“You’re Not Going to Believe This”: So Yesterday by Scott Westerfeld


Who was the first person to wear overalls for fashion and not for work? The first person to braid their hair in a fishtail? The first person to decide that chunky black glasses were back in style? These questions are the basis for Scott Westerfeld’s So Yesterday, a novel about cool and where it comes from.

We, as humans, are slaves to social cues and trends. I myself attempt to do my own thing whenever possible but often find that I buy a certain kind of pants because I saw them in a magazine or try a new hairstyle because this one girl in an English class had hers like that. After all, imitation is the highest form of flattery. It’s crazy to think that the capitalist world runs on marketing, economics, and the subconscious desire to fit in or stand out based on the individual.

Hunter is a Cool Hunter, a person who looks for the Innovators of the world so that he can pass on the next big trend to corporate companies that need only descriptions like swooshes or a mouse to describe them. His life takes an abrupt turn after he runs into Jen, an Innovator with rising sun shoelaces, and uncovers a conspiracy to disrupt the ‘Cool Pyramid.’

The Pyramid goes like this: Innovators at the top, creating trends; Trendsetters below them, who decide what is actually ‘cool’ or not; Early Adopters next, the people who always have the newest this or that; Consumers are next to last, the people who absorb what society tells them is cool or not without really thinking; lastly there are Laggards, the people who are stuck with whatever was cool when they were young. It’s a pyramid that makes sense when you think about it, and it definitely makes you wonder what step you’re actually at.

Hunter and Jen go undercover to find the mystery anti-client and take the reader along on a journey into the machine of marketing and trendsetting. They cover about every area of coolness as they go—technology, import culture, fashion, beauty, transportation, shoes, music. It’s a smooth adventure that goes from one plot point to the next with easy transitions before coming to a moderately anti-climactic ending.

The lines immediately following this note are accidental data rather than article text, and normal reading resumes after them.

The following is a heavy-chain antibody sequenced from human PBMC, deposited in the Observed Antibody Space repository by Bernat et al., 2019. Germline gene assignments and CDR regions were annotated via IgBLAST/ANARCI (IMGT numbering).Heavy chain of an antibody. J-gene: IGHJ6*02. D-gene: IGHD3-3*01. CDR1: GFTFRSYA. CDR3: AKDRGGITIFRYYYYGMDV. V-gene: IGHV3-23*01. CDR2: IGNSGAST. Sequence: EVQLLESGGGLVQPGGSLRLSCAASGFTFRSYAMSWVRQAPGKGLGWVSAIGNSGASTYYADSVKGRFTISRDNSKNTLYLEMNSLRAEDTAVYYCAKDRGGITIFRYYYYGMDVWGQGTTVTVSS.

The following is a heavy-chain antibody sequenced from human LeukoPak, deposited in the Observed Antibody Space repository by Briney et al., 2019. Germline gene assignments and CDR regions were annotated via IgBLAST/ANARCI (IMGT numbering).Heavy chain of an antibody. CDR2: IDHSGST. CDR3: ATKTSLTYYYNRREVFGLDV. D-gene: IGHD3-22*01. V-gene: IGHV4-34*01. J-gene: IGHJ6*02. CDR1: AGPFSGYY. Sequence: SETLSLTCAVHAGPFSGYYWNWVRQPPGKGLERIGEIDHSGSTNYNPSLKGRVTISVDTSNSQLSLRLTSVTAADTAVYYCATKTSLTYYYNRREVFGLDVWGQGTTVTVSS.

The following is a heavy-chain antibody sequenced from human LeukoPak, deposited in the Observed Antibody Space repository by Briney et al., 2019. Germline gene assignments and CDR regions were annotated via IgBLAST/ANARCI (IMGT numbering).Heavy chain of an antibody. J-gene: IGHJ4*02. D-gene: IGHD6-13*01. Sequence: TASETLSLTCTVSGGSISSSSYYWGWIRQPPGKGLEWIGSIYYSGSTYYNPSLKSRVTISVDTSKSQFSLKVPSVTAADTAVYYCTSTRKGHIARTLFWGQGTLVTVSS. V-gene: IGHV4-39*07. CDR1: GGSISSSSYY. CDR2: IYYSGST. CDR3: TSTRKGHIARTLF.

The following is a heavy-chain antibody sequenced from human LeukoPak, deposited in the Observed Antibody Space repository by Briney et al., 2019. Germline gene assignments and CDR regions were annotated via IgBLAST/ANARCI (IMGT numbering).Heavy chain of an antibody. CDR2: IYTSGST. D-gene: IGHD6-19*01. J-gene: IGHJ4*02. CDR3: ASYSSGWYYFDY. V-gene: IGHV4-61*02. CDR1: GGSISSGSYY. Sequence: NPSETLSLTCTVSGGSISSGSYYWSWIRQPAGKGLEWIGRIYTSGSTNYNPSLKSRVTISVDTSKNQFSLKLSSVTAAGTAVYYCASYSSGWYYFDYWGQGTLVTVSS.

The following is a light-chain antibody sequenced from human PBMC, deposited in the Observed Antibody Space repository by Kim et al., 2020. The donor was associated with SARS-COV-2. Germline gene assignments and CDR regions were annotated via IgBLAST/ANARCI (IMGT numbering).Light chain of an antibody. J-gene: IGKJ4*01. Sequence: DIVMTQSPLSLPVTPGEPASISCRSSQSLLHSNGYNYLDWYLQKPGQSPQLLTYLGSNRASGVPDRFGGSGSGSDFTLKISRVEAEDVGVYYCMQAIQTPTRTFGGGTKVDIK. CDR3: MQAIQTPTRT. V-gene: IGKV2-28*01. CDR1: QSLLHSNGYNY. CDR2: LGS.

The characterization is nice, but it does work with the Pyramid and create some rather one-dimensional characters labeled as either Innovator or Trendsetter. Beyond their labels and interests, the characters lack some backstory or development, but it’s carried by the plot and is mostly unnoticeable. Hunter, as the main protagonist, is the most developed as a kid who moved from the Midwest to New York City and went from cool to anything but. Jen, as the love interest/sidekick, fits the Manic Panic Pixie Dream Girl trope almost to a T.

Westerfeld does a good job of creating believable settings and societies that are easy to believe in. So Yesterday works well within the American consumerist mindset, but is also rather dated since it was published in 2004. It’s amazing to think how far technology has come, but it’s rather obvious when a camera phone was an innovation. Other than the outdated technology, the plot and characters work well enough and provide an entertaining adventure through all levels of the Pyramid in New York City.

The best example of what the message of the book is or what it’s going for is right before your eyes. When you open to the first page, something seems off. It’s easy to read the words, but they look different, wrong. That’s because the book was published with Futura and Garamond font instead of our usual Times New Roman or Calibri bourgeois nonsense. It plays with you as you read the book, takes some getting used to, but in the end innovates the story and succeeds at making it rather…cool.

If you’re a fan of Scott Westerfeld’s other novels such as Uglies or Afterworlds then So Yesterday does not disappoint. If you like shoes with swishes on the sides, the idea that labels only belong on soup cans, or an adventure in consumerism then check out So Yesterday and rethink everything you know about what’s cool or not.